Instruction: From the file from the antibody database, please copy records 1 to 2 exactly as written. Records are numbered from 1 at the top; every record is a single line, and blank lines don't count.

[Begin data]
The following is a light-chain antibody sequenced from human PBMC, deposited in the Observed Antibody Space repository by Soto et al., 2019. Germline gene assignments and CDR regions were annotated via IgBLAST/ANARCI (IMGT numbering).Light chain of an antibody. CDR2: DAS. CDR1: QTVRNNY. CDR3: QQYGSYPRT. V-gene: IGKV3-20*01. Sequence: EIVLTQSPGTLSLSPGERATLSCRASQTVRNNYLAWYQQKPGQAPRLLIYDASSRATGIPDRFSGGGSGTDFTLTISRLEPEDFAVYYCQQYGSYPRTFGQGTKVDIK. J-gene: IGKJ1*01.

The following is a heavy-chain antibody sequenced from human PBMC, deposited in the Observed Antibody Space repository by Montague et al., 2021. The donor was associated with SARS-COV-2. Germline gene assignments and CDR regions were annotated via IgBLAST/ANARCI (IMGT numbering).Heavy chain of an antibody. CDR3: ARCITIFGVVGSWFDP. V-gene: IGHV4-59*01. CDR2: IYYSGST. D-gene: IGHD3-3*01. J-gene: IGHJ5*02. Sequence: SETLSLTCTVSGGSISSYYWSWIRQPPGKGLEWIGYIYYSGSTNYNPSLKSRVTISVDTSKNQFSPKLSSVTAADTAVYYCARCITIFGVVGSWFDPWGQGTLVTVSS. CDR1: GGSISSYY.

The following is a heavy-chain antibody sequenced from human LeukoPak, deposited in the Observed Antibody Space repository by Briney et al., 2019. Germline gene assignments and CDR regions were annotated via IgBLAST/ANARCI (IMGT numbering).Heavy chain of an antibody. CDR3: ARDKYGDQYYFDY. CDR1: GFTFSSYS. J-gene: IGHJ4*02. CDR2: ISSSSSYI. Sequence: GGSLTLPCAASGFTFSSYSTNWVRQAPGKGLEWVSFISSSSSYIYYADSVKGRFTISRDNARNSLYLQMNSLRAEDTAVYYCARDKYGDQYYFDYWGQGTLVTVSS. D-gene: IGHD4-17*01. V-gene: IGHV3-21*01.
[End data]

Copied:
The following is a light-chain antibody sequenced from human PBMC, deposited in the Observed Antibody Space repository by Soto et al., 2019. Germline gene assignments and CDR regions were annotated via IgBLAST/ANARCI (IMGT numbering).Light chain of an antibody. CDR2: DAS. CDR1: QTVRNNY. CDR3: QQYGSYPRT. V-gene: IGKV3-20*01. Sequence: EIVLTQSPGTLSLSPGERATLSCRASQTVRNNYLAWYQQKPGQAPRLLIYDASSRATGIPDRFSGGGSGTDFTLTISRLEPEDFAVYYCQQYGSYPRTFGQGTKVDIK. J-gene: IGKJ1*01.

The following is a heavy-chain antibody sequenced from human PBMC, deposited in the Observed Antibody Space repository by Montague et al., 2021. The donor was associated with SARS-COV-2. Germline gene assignments and CDR regions were annotated via IgBLAST/ANARCI (IMGT numbering).Heavy chain of an antibody. CDR3: ARCITIFGVVGSWFDP. V-gene: IGHV4-59*01. CDR2: IYYSGST. D-gene: IGHD3-3*01. J-gene: IGHJ5*02. Sequence: SETLSLTCTVSGGSISSYYWSWIRQPPGKGLEWIGYIYYSGSTNYNPSLKSRVTISVDTSKNQFSPKLSSVTAADTAVYYCARCITIFGVVGSWFDPWGQGTLVTVSS. CDR1: GGSISSYY.